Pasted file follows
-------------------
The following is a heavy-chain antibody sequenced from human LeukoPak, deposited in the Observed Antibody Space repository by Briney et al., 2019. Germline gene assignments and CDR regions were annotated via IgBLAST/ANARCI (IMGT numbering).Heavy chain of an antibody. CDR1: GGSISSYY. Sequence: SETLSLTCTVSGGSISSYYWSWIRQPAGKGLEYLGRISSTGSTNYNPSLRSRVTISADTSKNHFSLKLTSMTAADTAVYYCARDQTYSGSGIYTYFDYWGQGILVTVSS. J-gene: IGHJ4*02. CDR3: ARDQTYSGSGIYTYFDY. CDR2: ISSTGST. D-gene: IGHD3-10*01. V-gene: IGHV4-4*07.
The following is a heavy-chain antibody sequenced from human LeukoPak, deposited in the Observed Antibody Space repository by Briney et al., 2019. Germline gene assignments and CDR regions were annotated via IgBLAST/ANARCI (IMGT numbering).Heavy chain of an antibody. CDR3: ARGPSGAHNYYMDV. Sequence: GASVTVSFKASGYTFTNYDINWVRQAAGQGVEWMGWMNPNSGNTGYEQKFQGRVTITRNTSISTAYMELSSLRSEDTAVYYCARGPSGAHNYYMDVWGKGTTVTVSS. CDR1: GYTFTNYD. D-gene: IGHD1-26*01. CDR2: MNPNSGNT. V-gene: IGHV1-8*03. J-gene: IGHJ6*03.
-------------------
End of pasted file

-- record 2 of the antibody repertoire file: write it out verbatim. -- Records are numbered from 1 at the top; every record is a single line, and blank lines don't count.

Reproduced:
The following is a heavy-chain antibody sequenced from human LeukoPak, deposited in the Observed Antibody Space repository by Briney et al., 2019. Germline gene assignments and CDR regions were annotated via IgBLAST/ANARCI (IMGT numbering).Heavy chain of an antibody. CDR3: ARGPSGAHNYYMDV. Sequence: GASVTVSFKASGYTFTNYDINWVRQAAGQGVEWMGWMNPNSGNTGYEQKFQGRVTITRNTSISTAYMELSSLRSEDTAVYYCARGPSGAHNYYMDVWGKGTTVTVSS. CDR1: GYTFTNYD. D-gene: IGHD1-26*01. CDR2: MNPNSGNT. V-gene: IGHV1-8*03. J-gene: IGHJ6*03.